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Risk factors associated with acute respiratory illnesses in athletes: a systematic review by a subgroup of the IOC consensus on ‘acute respiratory illness in the athlete’
  1. Wayne Derman1,2,
  2. Marelise Badenhorst1,3,
  3. Maaike Eken1,
  4. Josu Gomez-Ezeiza1,2,
  5. Jane Fitzpatrick4,
  6. Maree Gleeson5,
  7. Lovemore Kunorozva1,
  8. Katja Mjosund6,
  9. Margo Mountjoy7,
  10. Nicola Sewry2,8,
  11. Martin Schwellnus2,8
  1. 1Institute of Sport and Exercise Medicine, Division of Orthopaedic Surgery, Faculty of Medicine and Health Sciences, Stellenbosch University, Stellenbosch, South Africa
  2. 2International Olympic Committee Research Center, Pretoria, South Africa
  3. 3Sports Performance Research Institute New Zealand (SPRINZ), Auckland University of Technology, Auckland, New Zealand
  4. 4Centre for Health and Exercise Sports Medicine, Faculty of Medicine, Dentistry and Health Science, University of Melbourne, Melbourne, Victoria, Australia
  5. 5School of Biomedical Sciences and Pharmacy, Faculty of Health and Medicine, University of Newcastle, New South Wales, New South Wales, Australia
  6. 6Paavo Nurmi Centre, Sport and Exercise Medicine Unit, University of Turku, Turku, Finland
  7. 7Department of Family Medicine, Faculty of Health Sciences, McMaster University, Hamilton, Ontario, Canada
  8. 8Sport, Exercise Medicine and Lifestyle Institute (SEMLI), Faculty of Health Sciences, University of Pretoria, Pretoria, South Africa
  1. Correspondence to Professor Wayne Derman, Institute of Sport and Exercise Medicine, Division of Orthopaedic Surgery, Department of Surgical Sciences, Stellenbosch University Faculty of Medicine and Health Sciences, Cape Town, South Africa; ewderman{at}


Objective To review risk factors associated with acute respiratory illness (ARill) in athletes, including non-infectious ARill and suspected or confirmed acute respiratory infections (ARinf).

Design Systematic review.

Data sources Electronic databases: PubMed-Medline, EbscoHost and Web of Science.

Eligibility criteria Original research articles published between January 1990 and July 2020 in English were searched for prospective and retrospective full text studies that reported quantitative data on risk factors associated with ARill/ARinf in athletes, at any level of performance (elite/non-elite), aged 15–65 years.

Results 48 studies (n=19 390 athletes) were included in the study. Risk factors associated with ARill/ARinf were: increased training monotony, endurance training programmes, lack of tapering, training during winter or at altitude, international travel and vitamin D deficits. Low tear-(SIgA) and salivary-(IgA) were immune biomarkers associated with ARill/ARinf.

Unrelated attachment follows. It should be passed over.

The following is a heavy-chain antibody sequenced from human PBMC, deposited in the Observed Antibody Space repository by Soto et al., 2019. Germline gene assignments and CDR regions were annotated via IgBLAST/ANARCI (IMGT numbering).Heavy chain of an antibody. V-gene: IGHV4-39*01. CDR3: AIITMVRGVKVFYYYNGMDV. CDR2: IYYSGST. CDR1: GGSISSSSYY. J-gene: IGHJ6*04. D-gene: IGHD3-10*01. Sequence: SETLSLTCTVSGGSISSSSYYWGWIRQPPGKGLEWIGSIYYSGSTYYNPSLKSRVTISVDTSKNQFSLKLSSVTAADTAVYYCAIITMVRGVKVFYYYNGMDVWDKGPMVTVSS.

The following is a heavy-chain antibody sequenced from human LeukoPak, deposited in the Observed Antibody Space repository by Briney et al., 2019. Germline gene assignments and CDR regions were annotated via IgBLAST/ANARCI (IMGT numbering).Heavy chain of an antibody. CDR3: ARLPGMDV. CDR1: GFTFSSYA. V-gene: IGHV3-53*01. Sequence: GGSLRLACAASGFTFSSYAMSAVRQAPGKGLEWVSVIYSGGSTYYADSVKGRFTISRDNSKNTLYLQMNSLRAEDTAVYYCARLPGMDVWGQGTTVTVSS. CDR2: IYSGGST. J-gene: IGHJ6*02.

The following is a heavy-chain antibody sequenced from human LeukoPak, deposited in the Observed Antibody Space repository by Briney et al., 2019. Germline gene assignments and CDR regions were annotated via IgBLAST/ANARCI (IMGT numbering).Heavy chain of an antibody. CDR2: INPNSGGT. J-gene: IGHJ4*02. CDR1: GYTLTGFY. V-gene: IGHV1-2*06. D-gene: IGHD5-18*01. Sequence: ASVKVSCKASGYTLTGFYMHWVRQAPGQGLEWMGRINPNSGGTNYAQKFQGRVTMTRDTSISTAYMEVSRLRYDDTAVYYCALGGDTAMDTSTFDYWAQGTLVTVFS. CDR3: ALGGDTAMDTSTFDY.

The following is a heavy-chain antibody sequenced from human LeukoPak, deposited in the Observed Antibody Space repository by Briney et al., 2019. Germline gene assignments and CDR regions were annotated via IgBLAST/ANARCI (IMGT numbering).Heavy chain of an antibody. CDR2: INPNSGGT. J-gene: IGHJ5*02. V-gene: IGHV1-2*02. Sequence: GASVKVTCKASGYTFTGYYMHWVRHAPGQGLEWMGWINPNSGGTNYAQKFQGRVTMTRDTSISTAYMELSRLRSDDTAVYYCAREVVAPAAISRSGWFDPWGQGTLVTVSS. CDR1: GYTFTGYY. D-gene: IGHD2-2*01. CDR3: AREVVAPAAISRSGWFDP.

Conclusions Modifiable training and environmental risk factors could be considered by sports coaches and athletes to reduce the risk of ARill/ARinf. Clinicians working with athletes can consider assessing and treating specific nutritional deficiencies such as vitamin D. More research regarding the role and clinical application of measuring immune biomarkers in athletes at high risk of ARill/ARinf is warranted.

PROSPERO registration number CRD42020160928.

  • athletes
  • risk factor
  • respiratory system
  • infection

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  • Twitter @wderman, @goipergormance, @sportsdocaus, @margo.mountjoy

  • Collaborators a Subgroup of the IOC consensus on “Acute respiratory illness in the athlete”.

  • Contributors All authors contributed towards the generation of key search terms used to identify relevant articles for this systematic review. Furthermore, (LK, JG-E, KM and MG) were involved in the data extraction and secondary search for articles missed by the search strategy. KM and MG performed the clinical diagnoses of upper ARinf, ARill and URS which were verified by WD and MS. Critical appraisal and OCEBM levels of evidence were performed by LK, JG-E and MG. All authors were involved in the analysis, interpretation and writing of the manuscript.

  • Funding The authors have not declared a specific grant for this research from any funding agency in the public, commercial or not-for-profit sectors.

  • Competing interests None declared.

  • Provenance and peer review Not commissioned; externally peer reviewed.

  • Supplemental material This content has been supplied by the author(s). It has not been vetted by BMJ Publishing Group Limited (BMJ) and may not have been peer-reviewed. Any opinions or recommendations discussed are solely those of the author(s) and are not endorsed by BMJ. BMJ disclaims all liability and responsibility arising from any reliance placed on the content. Where the content includes any translated material, BMJ does not warrant the accuracy and reliability of the translations (including but not limited to local regulations, clinical guidelines, terminology, drug names and drug dosages), and is not responsible for any error and/or omissions arising from translation and adaptation or otherwise.